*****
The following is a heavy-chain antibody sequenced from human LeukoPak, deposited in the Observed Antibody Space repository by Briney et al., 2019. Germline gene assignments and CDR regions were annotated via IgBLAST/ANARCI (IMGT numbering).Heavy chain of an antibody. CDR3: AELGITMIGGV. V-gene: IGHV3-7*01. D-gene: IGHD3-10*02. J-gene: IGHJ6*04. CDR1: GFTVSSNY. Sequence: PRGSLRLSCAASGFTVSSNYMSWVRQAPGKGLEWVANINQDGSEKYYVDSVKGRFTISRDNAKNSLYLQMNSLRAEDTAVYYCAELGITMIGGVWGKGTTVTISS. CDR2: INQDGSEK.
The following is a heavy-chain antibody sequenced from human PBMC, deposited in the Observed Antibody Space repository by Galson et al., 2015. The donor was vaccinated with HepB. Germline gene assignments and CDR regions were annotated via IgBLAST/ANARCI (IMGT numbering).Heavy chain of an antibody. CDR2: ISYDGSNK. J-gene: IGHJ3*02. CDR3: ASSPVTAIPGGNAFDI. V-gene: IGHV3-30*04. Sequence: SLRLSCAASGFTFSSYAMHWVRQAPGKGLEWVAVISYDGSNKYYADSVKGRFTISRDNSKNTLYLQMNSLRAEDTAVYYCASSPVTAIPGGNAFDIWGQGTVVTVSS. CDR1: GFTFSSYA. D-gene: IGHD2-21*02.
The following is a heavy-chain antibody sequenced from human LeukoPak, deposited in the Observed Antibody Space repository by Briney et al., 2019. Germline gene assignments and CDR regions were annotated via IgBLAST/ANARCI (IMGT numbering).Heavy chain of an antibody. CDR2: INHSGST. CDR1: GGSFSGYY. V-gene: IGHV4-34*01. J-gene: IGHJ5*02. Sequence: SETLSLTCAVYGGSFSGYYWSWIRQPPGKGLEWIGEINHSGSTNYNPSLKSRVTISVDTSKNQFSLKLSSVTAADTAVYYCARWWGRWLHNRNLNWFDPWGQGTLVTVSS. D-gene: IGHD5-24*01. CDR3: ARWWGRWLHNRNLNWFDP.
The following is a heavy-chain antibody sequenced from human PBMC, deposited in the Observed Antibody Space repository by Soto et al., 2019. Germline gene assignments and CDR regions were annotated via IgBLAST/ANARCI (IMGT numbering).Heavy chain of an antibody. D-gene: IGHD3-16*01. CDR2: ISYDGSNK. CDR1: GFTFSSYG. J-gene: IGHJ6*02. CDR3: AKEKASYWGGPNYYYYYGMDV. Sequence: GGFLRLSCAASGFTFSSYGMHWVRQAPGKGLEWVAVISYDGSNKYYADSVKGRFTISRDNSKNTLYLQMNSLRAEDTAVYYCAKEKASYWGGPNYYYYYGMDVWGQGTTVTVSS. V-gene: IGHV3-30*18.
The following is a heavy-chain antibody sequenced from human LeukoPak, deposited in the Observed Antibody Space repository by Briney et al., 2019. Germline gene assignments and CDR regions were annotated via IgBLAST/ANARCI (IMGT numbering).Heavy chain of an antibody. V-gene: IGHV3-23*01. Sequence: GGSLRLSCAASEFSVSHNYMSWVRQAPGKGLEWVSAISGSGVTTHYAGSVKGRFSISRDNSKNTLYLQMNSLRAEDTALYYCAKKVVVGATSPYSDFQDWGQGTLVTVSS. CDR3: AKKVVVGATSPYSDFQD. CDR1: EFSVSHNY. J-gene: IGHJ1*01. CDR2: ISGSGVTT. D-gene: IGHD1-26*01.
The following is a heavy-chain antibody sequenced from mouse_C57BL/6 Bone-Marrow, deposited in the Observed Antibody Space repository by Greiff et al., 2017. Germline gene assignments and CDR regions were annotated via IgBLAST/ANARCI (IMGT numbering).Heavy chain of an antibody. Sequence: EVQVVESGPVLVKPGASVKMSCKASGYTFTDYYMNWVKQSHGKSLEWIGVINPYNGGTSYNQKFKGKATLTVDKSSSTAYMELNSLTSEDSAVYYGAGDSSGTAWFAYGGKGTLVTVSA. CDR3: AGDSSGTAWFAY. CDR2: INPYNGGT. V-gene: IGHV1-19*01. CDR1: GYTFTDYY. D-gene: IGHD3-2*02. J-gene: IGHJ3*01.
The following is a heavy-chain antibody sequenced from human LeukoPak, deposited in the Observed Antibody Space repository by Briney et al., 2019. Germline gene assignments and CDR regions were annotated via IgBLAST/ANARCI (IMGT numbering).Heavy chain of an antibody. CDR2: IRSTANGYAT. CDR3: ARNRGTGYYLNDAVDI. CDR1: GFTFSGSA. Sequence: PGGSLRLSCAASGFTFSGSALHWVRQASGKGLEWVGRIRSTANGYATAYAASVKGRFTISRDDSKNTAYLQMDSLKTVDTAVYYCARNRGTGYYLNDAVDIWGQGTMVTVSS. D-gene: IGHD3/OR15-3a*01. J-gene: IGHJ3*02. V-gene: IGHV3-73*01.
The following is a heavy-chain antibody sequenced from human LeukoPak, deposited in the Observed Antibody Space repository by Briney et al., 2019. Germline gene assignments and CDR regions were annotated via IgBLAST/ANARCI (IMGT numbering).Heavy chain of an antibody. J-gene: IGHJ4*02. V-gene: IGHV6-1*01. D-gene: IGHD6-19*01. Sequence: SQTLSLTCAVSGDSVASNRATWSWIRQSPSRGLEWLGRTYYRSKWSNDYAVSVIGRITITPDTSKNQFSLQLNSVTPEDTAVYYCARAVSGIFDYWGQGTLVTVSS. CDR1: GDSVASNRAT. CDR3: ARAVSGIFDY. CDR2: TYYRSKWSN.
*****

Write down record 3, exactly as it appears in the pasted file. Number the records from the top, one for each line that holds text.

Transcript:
The following is a heavy-chain antibody sequenced from human LeukoPak, deposited in the Observed Antibody Space repository by Briney et al., 2019. Germline gene assignments and CDR regions were annotated via IgBLAST/ANARCI (IMGT numbering).Heavy chain of an antibody. CDR2: INHSGST. CDR1: GGSFSGYY. V-gene: IGHV4-34*01. J-gene: IGHJ5*02. Sequence: SETLSLTCAVYGGSFSGYYWSWIRQPPGKGLEWIGEINHSGSTNYNPSLKSRVTISVDTSKNQFSLKLSSVTAADTAVYYCARWWGRWLHNRNLNWFDPWGQGTLVTVSS. D-gene: IGHD5-24*01. CDR3: ARWWGRWLHNRNLNWFDP.